The state of Michigan filed a lawsuit on Tuesday against Boyce Hydro, the company that owns the Edenville Dam. It, along with the Sanford dam, failed last month after a rainstorm, causing massive flooding in Midland County.
The suit — filed by the Department of the Attorney General on behalf of the Department of Environment, Great Lakes and Energy and the Department of Natural Resources — will compel Boyce Hydro to immediately comply with a state order to fully inspect the portion of Edenville dam that still has potentially dangerous crack and erosion. It also requires Boyce Hydro to repair damages to the state’s natural resources, clean up the debris and hazardous materials released by the dams’ failure and pay civil fines.
“This suit seeks to hold the dam owners accountable for the damage they caused and recoup the money the taxpayers have spent responding to the ongoing emergency created by this devastating flood,” Michigan Attorney General Dana Nessel said in a statement. “We know the owners of the dam, with their long history of neglect, are responsible for the dam’s failure. We can see already the devastating results of their inaction. This suit seeks an order requiring the dam owners to pay to remediate the harm they caused, and to take action to ensure it does not occur again.”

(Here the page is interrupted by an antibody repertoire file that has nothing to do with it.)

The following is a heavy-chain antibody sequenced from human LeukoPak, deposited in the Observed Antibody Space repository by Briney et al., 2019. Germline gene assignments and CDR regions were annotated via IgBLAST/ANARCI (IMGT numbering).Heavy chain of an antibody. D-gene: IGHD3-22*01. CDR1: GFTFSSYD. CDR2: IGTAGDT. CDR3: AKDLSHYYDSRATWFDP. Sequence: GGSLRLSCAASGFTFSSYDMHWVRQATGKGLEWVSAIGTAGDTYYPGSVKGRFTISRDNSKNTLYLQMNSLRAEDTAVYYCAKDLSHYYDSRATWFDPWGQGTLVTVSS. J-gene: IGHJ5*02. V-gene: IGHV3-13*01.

The dams failed last month, causing a flood that was classified as a 500-year flood, meaning that the likelihood of it occurring was once in every 500 years. More than 2,500 homes, businesses and nonprofits were damaged in the flood, said Chairman of the Midland County Board of Commissioners Mark Bone, according to the Detroit Free Press. The estimated cost of the damage is $175 million.
Issues with the Edenville dam were identified as early as 1993 and were known to Boyce Hydro when it purchased the dam in 2004. The company repeatedly failed to upgrade the dam — including increasing spillway capacity — through 2018, even after being ordered to by the Federal Energy Regulatory Commission.
Regulatory oversight of the dam was given to Michigan in late 2018, at which point the state began to work to bring the dam up to code. Transfer of the dam to the Four Lakes Task Force was imminent when the failure occurred.
“Recently, progress toward modernizing the dam appeared to be moving forward,” said Liesl Clark, EGLE director in a statement. “Tragically, it was not soon enough. At any point in the preceding 15 years, Boyce could have chosen to abide by federal orders and bring the dam into compliance. Unfortunately, they refused to make the improvements necessary to retain their federal license.”
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Jordyn Pair is a reporter with The Michigan Star. Follow her on Twitter at @JordynPair. Email her at [email protected]